rev·​o·​ca·​ble | \ ˈre-və-kə-bəl also ri-ˈvō- How to pronounce revocable (audio) \
variants: or less commonly revokable \ ri-​ˈvō-​kə-​bəl How to pronounce revokable (audio) \

Definition of revocable

: capable of being revoked a revocable privilege

Examples of revocable in a Sentence

Recent Examples on the Web

What each of us needs is a self-sovereign and inalienable digital identity, one that is neither bestowed nor revocable by any central administrator and is enforceable in any context, in person and online, anywhere in the world. Don Tapscott, Quartz, "We’re living in an era of digital feudalism. Here’s how to take your data and identity back," 11 Sep. 2019 The resolution continues that the license is not set for any fixed term and is revocable at the City's will without consent from Ultra. Kat Bein, Billboard, "Miami City Commission Offers Ultra Festival a License for Return to Bayfront Park," 19 June 2019 The Brackeens originally filed the lawsuit because language in the act suggests that Zachary’s adoption might be revocable for two years. Jan Hoffman, New York Times, "Who Can Adopt a Native American Child? A Texas Couple vs. 573 Tribes," 5 June 2019 Game tickets are merely revocable licenses offered by a team. Michael Mccann,, "Could Warriors Strip Mark Stevens of His Minority Stake After Kyle Lowry Shove?," 6 June 2019 As a reminder, every team places multiple players on revocable waivers this month. Dennis Lin,, "Padres mailbag: Why wasn't Jhoulys Chacin traded?," 3 Aug. 2017 The same documents say that G. Scott Capital Partners was controlled by various investments of Ann Scott: a company called Tally 1 and a revocable trust, held in the name of Frances Annette Scott. Mary Ellen Klas, miamiherald, "Rick Scott and family made $550M in one transaction. How 'blind' is his blind trust?," 11 July 2018 Aldrin set up a new revocable trust with Andrew as trustee. Gretchen Morgenson, WSJ, "Buzz Aldrin Fights Family For Control of His Space Legacy," 25 June 2018 While his sons are running his businesses, the companies have been placed in a revocable trust over which President Trump maintains sole ownership and can withdraw funds at any time. Steve Reilly, USA TODAY, "Trump's company won't say what the president's new $107K business is, so we went looking to find out," 24 May 2018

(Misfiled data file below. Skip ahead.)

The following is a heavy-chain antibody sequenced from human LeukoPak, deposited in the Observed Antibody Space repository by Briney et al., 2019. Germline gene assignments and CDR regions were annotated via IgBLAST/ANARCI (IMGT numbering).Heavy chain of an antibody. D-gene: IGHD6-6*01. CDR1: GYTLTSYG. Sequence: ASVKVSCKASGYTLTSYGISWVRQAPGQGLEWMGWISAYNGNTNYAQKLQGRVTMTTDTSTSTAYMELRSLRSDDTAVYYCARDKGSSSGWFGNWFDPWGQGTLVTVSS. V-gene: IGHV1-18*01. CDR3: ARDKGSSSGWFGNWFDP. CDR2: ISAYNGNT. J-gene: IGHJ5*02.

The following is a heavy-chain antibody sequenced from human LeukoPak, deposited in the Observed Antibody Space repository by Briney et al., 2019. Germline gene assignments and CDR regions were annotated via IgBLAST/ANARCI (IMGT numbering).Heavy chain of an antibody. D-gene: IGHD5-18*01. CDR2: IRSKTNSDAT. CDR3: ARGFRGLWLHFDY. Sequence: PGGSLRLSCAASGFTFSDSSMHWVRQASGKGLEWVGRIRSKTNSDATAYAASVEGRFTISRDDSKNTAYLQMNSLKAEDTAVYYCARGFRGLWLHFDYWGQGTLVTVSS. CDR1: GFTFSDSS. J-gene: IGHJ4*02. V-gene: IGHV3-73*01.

These example sentences are selected automatically from various online news sources to reflect current usage of the word 'revocable.' Views expressed in the examples do not represent the opinion of Merriam-Webster or its editors. Send us feedback.

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First Known Use of revocable

15th century, in the meaning defined above

History and Etymology for revocable

Middle English, from Anglo-French, from Latin revocabilis, from revocare

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Last Updated

24 Sep 2019

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The first known use of revocable was in the 15th century

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rev·​o·​ca·​ble | \ ˈre-və-kə-bəl, ri-ˈvō- How to pronounce revocable (audio) \

Legal Definition of revocable

: capable of being revoked

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Rhyming Dictionary: Words that rhyme with revocable

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